Learning Spanish should be a priority for Brit expats

Learning Spanish should be a priority for Brit expats

Learning Spanish should be a priority for Brit expats

If you’re one of the many who’re now exacerbating their departure from the UK for a new expat life in Spain, learning Spanish is a priority.

Many would-be British expats believe they don’t need to be fluent in the local language as they’ll be living within an existing expat community and rarely mixing with local people. However, this means you’ll be outside the loop as regards the real Spain with all its culture, history and great new experiences, not to mention its friendly, fun peoples.

The Spanish language isn’t considered to be one of the world’s seriously challenging linguistic nightmares but, just as in English, its colloquialisms can confuse new learners. Getting started at a language institute before leaving the UK is the best way forward, but don’t be surprised if some of what you’ve learned doesn’t seem to make much sense when talking to local people.

Practicing newly-learned language skills in Spain has a lot to do with losing certain British modes of expression, with the UK’s politeness mode the first to go. Thinking ‘demand’ rather than ‘request’ when using your Spanish isn’t rude, it’s cultural and perfectly acceptable as well as making it easier to convey exactly who or what you need. For example, shouting at your waiter or even clicking your fingers and pointing at your table is the done thing and gets you your order far faster than does being polite British style.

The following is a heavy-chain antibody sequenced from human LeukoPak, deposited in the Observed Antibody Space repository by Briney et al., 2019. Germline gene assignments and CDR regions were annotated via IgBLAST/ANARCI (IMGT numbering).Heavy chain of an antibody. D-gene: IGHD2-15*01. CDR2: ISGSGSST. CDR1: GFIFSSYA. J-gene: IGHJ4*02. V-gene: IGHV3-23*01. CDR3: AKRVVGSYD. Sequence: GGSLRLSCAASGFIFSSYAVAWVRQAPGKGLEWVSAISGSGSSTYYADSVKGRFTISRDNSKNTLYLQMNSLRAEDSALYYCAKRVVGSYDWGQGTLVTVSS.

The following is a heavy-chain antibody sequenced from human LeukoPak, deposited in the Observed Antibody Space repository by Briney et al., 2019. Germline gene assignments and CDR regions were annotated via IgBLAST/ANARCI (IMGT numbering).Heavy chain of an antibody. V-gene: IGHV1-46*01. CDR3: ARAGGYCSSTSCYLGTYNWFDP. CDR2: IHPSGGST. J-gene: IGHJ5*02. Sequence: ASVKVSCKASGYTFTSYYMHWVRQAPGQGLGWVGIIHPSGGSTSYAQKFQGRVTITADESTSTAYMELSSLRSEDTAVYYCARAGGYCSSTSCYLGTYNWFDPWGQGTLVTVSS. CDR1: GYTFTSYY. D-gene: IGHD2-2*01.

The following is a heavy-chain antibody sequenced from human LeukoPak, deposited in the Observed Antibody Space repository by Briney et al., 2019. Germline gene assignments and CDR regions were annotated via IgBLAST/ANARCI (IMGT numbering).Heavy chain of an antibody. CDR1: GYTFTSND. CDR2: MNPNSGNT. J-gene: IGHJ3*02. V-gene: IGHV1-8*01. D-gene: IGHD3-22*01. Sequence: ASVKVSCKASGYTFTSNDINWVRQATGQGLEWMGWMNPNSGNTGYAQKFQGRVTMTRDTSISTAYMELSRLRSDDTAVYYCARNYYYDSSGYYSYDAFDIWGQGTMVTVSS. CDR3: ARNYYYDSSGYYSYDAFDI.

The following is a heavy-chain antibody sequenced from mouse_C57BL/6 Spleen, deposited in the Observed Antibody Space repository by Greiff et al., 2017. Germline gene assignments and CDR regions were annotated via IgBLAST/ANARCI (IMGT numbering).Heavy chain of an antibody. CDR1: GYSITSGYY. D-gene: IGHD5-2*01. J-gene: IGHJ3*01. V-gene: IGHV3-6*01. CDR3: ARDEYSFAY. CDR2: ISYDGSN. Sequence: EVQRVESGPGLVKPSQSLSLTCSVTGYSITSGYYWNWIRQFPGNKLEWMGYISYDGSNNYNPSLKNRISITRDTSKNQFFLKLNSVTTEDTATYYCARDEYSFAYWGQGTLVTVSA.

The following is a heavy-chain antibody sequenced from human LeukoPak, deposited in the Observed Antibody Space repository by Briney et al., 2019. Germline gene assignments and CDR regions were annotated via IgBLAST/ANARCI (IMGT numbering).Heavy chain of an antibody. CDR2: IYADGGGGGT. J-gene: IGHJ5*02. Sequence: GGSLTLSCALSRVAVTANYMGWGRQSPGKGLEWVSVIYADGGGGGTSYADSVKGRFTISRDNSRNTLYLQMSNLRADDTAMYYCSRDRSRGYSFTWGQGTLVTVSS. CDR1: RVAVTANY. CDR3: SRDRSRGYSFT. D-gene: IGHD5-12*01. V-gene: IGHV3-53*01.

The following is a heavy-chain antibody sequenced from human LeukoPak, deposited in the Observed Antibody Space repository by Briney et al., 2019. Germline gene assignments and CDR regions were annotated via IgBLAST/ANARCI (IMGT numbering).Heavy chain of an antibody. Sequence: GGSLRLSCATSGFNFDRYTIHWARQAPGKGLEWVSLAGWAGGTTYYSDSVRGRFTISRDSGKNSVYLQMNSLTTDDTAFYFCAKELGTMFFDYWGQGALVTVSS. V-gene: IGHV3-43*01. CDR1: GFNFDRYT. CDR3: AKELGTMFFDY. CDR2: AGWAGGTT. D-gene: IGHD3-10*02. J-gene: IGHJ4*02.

Another point to note is that direct translations between British and Spanish don’t really work, and often lead to shrieks of hysterical laughter from Spaniards within hearing distance. For example, ‘Estoy caliente’ doesn’t mean you’re feeling the heat of the day – it conveys that you’re in the mood for sex! The right expression is ‘tengo calor’ – ‘I have heat’ ! Other mis-translations which can cause amusement amongst Spaniards within hearing distance are the use of ‘embarazada’ to mean ‘embarrassed’, when its actual translation is ‘pregnant’, or ‘preservativo’ for ‘preservative’ when its meaning is ‘condom’!

Being too sensitive about making mistakes such as the above won’t help, but it just might encourage one of your would-be Spanish friends to take you in hand with a good few Spanish conversation classes.

Related Stories:

Latest News: